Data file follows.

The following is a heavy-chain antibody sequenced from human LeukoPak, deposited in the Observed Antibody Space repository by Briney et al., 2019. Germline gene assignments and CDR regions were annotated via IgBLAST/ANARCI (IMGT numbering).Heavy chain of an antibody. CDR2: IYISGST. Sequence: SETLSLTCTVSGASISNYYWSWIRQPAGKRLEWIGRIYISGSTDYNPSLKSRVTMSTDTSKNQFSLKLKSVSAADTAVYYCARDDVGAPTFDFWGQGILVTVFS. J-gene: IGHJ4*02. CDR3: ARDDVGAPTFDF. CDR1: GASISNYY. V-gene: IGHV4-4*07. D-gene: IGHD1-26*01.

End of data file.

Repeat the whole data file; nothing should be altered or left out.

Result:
The following is a heavy-chain antibody sequenced from human LeukoPak, deposited in the Observed Antibody Space repository by Briney et al., 2019. Germline gene assignments and CDR regions were annotated via IgBLAST/ANARCI (IMGT numbering).Heavy chain of an antibody. CDR2: IYISGST. Sequence: SETLSLTCTVSGASISNYYWSWIRQPAGKRLEWIGRIYISGSTDYNPSLKSRVTMSTDTSKNQFSLKLKSVSAADTAVYYCARDDVGAPTFDFWGQGILVTVFS. J-gene: IGHJ4*02. CDR3: ARDDVGAPTFDF. CDR1: GASISNYY. V-gene: IGHV4-4*07. D-gene: IGHD1-26*01.